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It does seem a bit strange to watch the Phoenix Suns actually making moves worth applauding, doesn’t it? To pull in someone like Eric Bledsoe, seemingly for precious little in return save for the sort of cap space they’d hope to use on him anyway. To work in a way that reminds you that, oh yeah, the Phoenix Suns have a general manager in Ryan McDonough that actually seemed to re-up his NBA League Pass subscription last season.
Those Suns, fresh off of hiring McDonough, employing Jeff Hornacek as coach and drafting Alex Len, agreed to trade for Eric Bledsoe on Tuesday. The deal won’t be official until July 10, but Adrian Wojnarowski first reported that the Suns sent out valuable role player Jared Dudley (to the Los Angeles Clippers) and a second round pick to take in Bledsoe and Caron Butler, with the Los Angeles Clippers grabbing a signed-and-traded J.J. Redick along the way. The Milwaukee Bucks, for their troubles, will receive two second round picks in return. And a sad trombone note.
This is the end result of a Bucks trade that sent Tobias Harris, Beno Udrih, Doron Lamb, and cash to Orlando from Milwaukee for Redick. The guy may have been the 2013 trade deadline’s top acquisition, and yet the Bucks (working ahead of the Andrew Bynum and Doug Collins-less Philadelphia 76ers) basically tanked down the stretch of 2012-13, making the playoffs but losing 21 out of 29 (including postseason) games with Redick in the lineup.
(This also includes the stretch where the team’s weird choice for an interim coach, Jim Boylan, basically refused to speak with Redick about his role.)
While the Bucks may have done well to grab a pair of second rounders for their role in the agreed-upon transaction, this is still another whiff for GM John Hammond, a guy that seems to vacillate between lusting after 41 wins, all while taking huge risks in the draft on projects – risks we agree with, even if they’re paired with an unending commitment to mediocrity.
Lusting after a player like Eric Bledsoe was long thought to be a risk for teams battling for his services. Though the young guard was respected for his talents and potential output, he remained the underutilized bit player in Los Angeles rotations, one that former Clippers coach Vinny Del Negro didn’t see fit to use in a first round loss against Memphis last spring. The very Grizzlies team, you’ll recall, Bledsoe had dominated in the previous postseason.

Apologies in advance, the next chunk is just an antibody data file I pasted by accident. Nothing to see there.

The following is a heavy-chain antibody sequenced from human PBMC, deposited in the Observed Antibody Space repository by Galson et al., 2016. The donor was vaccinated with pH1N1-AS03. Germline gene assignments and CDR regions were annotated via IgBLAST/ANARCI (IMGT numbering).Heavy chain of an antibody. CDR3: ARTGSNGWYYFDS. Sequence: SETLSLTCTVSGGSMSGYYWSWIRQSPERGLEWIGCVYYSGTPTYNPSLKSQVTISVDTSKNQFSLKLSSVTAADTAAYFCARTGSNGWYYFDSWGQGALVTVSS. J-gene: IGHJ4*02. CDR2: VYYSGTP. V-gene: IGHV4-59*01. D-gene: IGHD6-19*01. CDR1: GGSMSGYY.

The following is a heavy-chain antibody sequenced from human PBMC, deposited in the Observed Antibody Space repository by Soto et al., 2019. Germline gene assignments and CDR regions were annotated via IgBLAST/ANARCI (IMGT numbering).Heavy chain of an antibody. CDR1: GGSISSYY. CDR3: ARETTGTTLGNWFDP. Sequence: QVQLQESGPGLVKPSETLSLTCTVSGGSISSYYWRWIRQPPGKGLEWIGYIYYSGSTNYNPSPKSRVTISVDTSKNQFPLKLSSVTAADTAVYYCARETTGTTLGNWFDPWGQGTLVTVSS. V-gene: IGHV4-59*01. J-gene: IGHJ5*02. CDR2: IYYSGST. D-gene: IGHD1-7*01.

Bledsoe will have his chances in Phoenix, though. Chances and how. Plenty of minutes and shot opportunities as McDonough figures his way around a miserable rotation that former GM Lance Blanks put together seemingly without care. We’re a year removed from Blanks throwing all the money he could at Eric Gordon while signing Michael Beasley and a talented but out of place Luis Scola, and as a result the Suns are a year or two behind in the rebuilding process, moving forward with Bledsoe about to sign his second contract. Such is the price for wasted breath, but at the very least the signs are encouraging. That McDonough valued Bledsoe’s gifts is all you need to know about the new Phoenix GM. He’s on it.
The Clippers, though we still hesitate to root for this crew, are on as much as well. The front office valued Bledsoe, seemingly far more than their ex-coach, declining to deal the talent during last winter’s trade deadline while considering its options as Chris Paul approached free agency.
Paul is certain to return, though, and while Bledsoe’s talents don’t have to rank as superfluous with a big market team that can afford to pay the young guard big bucks to come off the bench, the Clippers were right to cash in and exchange their asset for depth in the form of Redick and Dudley. Both players are in their prime, piggybacking on a player like Paul that has proven to be both fragile in terms of his own health, but also the best point guard in the NBA. It’s true that Clippers like Blake Griffin and DeAndre Jordan are still young and with plenty to learn, but Los Angeles went all-in on Paul’s yo-yo game in December of 2011, and the time to win is now.
This is why the trade stands as an early winner for all sides, assuming you value Milwaukee’s contributions in a vacuum that began earlier in July. Bledsoe should shine in Phoenix, and the Clippers will look longingly on their Pacific division counterparts every time Paul’s latest tweak keeps him out of the lineup, but this is how you build a winner – trading possible stars without a role for lesser players that fit right in. And for a team both in need of long range shooting and depth on the wing, Redick and Dudley come straight out of central casting.
Those matched roles, and that new competency on the sideline in the form of coach Doc Rivers, mean that the Los Angeles Clippers are out of excuses. This is a team that is expected to take a second and third round in 2014, health-willing. Heady times, for the former laughingstock.
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